The challenge of integrating mobile medical technology – like medical apps – into the hospital environment was highlighted in a recent survey by the Gary and Mary West Health Institute. The national survey, “Missed Connections: A Nurses Survey on Interoperability and Improved Patient Care,” included 526 nurses (RN or higher, working in a non-school setting) and was conducted online by Harris Poll on behalf of the West Health Institute.
The key premise of the survey was that hospital efforts to use medical devices to lower medical errors may actually lead to medical errors when those devices are not “seamlessly connected.” In other words, the devices need to be able to easily share information in an accurate, timely manner. The frequency at which nurses re-enter the same data into each machine needs to be reduced. In addition, devices often don’t share their information with electronic medical records requiring nurses to record data manually and enter it into the medical record.
Key findings of the survey according to a press release and survey overview released by West Health are as follows:
- 50% of nurses surveyed witnessed a medical error resulting from a lack of coordination among medical devices in hospital settings.
- 60% of nurses surveyed indicated that medical errors could be reduced significantly if medical devices were connected and shared data with each other automatically.
- 46% of nurses surveyed stated that an error is “extremely or very likely to occur when information must be manually transcribed from one device to another.”
- 69% of nurses surveyed stated that “manually transcribing data is very likely to take time away from patients who need attention.”
- 74% of nurses surveyed agreed that coordinating data collected by medical devices is burdensome
- 93% of nurses surveyed agreed that medical devices should be able to seamlessly share data with one another automatically
Overall, managing devices and data entry is taking many nurses away from what they are there to do – take care of patients. However, the desire for seamless interaction between devices poses a great challenge given the various companies and software platforms associated with the various devices used in a hospital. In addition, coordinating these devices with electronic health records can add another layer to this challenge because various electronic health record systems may be used by one hospital or health system and the EHR’s may not be interoperable.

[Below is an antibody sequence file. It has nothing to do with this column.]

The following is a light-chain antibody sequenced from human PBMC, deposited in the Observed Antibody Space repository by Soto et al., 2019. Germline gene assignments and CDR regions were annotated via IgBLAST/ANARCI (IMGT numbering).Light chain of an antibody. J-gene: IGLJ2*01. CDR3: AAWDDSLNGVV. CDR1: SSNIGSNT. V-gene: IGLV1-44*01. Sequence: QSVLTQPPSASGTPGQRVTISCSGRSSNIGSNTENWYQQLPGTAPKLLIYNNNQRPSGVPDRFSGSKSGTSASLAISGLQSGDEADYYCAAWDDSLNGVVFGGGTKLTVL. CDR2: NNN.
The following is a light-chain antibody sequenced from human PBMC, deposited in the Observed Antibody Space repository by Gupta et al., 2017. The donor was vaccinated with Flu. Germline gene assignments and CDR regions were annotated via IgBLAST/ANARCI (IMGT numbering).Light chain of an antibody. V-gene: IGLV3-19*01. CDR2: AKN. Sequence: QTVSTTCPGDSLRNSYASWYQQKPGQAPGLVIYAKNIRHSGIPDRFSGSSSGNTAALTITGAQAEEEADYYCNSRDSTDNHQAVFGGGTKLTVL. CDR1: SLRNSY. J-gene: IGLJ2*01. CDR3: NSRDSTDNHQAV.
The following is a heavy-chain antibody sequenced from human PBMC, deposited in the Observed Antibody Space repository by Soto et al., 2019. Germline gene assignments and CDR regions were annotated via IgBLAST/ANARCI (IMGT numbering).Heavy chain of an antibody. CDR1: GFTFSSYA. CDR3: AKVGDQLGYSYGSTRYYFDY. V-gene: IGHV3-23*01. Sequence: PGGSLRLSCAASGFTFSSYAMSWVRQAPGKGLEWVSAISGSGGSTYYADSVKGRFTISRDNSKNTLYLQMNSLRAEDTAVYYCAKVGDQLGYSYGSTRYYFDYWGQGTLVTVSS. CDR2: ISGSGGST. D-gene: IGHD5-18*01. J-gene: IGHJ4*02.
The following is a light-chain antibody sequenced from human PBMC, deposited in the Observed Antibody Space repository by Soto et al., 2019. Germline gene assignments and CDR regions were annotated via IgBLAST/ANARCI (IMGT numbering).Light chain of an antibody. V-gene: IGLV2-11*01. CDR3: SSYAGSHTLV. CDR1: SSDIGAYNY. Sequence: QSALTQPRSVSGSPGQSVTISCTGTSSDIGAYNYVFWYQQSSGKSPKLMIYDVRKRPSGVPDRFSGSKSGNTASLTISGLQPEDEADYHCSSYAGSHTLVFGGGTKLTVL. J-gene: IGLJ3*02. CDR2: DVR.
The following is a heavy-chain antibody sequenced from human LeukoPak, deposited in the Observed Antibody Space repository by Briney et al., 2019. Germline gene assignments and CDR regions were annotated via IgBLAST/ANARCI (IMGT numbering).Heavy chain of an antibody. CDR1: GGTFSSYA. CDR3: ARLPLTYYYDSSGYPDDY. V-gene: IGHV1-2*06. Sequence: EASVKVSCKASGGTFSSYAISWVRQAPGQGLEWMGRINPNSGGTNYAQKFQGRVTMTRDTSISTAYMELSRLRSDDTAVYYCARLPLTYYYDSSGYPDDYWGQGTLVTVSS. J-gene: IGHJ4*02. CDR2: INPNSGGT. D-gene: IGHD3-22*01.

West Health indicates that open communication standards for devices is a first start towards more seamless connections between them. Indeed, industry standards on interoperability can help address the challenge nurses are facing. However, these standards often lack enforcement. There is likely a limited role for government to help coordinate the industry and set standards that are tied to incentives, such as grants to companies seeking to engage in the research and development needed to meet the standards.
The path forward is definitely not clear, and the problem of devices that do not communicate with each other in hospitals will continue to challenge the health care system for the foreseeable future.
This is an area ripe for innovation from medical app developers that could lead to benefits for patients and other healthcare stakeholders. In fact, West Health Institute estimates that a “system of connected devices could potentially save more than $30 billion each year by reducing redundant testing, manual data entry and transcription errors.” That’s a lofty goal worth working towards.